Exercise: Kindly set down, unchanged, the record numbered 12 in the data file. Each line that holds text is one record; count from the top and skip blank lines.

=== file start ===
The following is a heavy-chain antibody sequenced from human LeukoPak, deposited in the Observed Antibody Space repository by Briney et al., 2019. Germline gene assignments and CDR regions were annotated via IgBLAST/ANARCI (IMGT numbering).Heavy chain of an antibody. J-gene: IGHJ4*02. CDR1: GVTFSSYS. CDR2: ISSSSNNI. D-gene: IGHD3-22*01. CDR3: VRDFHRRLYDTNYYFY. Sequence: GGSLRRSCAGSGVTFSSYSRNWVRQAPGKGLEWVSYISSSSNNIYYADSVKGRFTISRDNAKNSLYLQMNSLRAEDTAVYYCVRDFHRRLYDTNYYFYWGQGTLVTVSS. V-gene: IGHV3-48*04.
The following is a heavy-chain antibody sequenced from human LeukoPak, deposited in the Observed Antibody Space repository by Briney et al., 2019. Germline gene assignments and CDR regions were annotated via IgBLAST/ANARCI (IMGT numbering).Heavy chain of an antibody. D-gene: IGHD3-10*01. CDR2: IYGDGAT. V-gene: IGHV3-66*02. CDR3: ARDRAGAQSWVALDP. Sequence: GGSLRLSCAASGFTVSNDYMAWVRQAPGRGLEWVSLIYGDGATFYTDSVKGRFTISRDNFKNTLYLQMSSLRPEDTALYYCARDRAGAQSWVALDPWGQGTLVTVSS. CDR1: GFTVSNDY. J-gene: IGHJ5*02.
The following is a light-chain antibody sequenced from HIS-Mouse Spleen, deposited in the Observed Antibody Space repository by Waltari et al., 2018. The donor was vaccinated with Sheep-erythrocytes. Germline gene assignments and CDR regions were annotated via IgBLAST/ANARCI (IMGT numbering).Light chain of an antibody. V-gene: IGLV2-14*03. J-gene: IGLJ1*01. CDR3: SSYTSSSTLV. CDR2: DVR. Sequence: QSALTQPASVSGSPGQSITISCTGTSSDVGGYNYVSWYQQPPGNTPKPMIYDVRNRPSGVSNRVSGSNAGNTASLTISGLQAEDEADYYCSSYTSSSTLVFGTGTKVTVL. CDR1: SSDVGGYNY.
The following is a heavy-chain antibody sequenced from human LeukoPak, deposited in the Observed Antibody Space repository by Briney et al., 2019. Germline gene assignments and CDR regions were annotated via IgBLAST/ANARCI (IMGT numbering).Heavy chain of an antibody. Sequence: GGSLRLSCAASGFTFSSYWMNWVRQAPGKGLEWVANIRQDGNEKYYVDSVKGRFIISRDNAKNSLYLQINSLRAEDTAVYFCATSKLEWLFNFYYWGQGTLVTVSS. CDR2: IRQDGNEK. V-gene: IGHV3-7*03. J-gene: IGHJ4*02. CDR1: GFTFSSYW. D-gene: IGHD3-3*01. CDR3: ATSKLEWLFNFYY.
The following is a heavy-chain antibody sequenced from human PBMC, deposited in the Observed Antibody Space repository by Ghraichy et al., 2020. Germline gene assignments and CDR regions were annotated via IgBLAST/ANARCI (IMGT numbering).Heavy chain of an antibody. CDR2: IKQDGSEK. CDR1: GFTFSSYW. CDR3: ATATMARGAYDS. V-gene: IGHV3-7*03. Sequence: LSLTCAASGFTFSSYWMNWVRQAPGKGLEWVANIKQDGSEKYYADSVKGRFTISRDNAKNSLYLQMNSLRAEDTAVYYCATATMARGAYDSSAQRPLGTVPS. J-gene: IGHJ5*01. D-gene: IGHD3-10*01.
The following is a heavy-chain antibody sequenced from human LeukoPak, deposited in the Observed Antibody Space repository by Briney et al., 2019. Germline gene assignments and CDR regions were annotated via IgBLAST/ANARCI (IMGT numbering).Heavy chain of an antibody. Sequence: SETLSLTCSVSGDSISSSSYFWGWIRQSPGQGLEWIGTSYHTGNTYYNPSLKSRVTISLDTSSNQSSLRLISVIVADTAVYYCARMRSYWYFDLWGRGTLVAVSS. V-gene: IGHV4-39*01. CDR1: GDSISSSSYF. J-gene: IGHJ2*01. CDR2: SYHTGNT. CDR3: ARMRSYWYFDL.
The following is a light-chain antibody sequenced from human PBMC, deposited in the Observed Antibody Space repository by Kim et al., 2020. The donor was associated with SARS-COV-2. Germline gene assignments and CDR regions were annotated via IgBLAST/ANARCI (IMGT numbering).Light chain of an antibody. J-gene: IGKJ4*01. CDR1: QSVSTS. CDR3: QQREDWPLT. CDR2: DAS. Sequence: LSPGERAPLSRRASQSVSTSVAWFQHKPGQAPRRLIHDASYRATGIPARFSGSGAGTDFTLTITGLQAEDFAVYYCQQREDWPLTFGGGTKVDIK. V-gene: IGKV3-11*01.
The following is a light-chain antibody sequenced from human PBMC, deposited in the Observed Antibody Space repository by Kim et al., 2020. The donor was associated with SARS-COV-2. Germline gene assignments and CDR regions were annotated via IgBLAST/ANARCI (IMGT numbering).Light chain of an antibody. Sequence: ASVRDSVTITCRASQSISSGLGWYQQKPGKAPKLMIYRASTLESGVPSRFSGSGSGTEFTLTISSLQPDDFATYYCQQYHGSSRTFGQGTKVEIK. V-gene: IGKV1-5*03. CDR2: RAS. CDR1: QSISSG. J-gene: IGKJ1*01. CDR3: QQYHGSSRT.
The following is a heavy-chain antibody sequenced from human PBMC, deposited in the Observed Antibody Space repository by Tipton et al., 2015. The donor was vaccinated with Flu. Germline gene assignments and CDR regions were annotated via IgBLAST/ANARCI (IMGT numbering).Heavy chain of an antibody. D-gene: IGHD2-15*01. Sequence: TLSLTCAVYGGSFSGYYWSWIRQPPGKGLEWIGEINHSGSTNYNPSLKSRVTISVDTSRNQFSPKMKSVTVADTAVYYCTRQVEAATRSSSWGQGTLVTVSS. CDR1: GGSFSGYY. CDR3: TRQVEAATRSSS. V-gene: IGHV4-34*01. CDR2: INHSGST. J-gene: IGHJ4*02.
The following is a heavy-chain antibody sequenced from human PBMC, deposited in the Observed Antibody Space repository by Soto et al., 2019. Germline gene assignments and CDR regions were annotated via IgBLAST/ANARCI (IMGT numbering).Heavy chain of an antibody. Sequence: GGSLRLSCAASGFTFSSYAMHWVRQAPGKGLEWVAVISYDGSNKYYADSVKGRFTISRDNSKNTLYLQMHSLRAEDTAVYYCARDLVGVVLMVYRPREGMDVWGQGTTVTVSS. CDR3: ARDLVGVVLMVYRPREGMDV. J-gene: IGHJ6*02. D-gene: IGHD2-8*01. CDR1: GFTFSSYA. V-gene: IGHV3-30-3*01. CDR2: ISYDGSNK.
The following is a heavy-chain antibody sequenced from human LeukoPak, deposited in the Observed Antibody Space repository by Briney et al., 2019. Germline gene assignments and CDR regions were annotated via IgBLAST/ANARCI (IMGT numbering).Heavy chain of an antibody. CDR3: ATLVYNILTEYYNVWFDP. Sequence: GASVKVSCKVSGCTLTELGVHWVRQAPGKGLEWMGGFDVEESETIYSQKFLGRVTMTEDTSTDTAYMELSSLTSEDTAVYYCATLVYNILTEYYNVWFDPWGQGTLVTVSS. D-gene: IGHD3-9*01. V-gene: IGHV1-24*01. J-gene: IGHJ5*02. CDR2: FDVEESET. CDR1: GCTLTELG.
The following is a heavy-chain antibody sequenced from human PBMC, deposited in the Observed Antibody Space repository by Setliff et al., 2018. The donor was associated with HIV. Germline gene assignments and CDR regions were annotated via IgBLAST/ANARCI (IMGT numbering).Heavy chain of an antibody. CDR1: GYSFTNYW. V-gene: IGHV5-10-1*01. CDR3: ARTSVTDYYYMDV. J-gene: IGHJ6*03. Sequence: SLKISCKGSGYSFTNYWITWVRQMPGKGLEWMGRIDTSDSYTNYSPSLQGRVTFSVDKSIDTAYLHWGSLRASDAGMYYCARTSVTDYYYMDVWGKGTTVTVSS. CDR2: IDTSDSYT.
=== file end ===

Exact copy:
The following is a heavy-chain antibody sequenced from human PBMC, deposited in the Observed Antibody Space repository by Setliff et al., 2018. The donor was associated with HIV. Germline gene assignments and CDR regions were annotated via IgBLAST/ANARCI (IMGT numbering).Heavy chain of an antibody. CDR1: GYSFTNYW. V-gene: IGHV5-10-1*01. CDR3: ARTSVTDYYYMDV. J-gene: IGHJ6*03. Sequence: SLKISCKGSGYSFTNYWITWVRQMPGKGLEWMGRIDTSDSYTNYSPSLQGRVTFSVDKSIDTAYLHWGSLRASDAGMYYCARTSVTDYYYMDVWGKGTTVTVSS. CDR2: IDTSDSYT.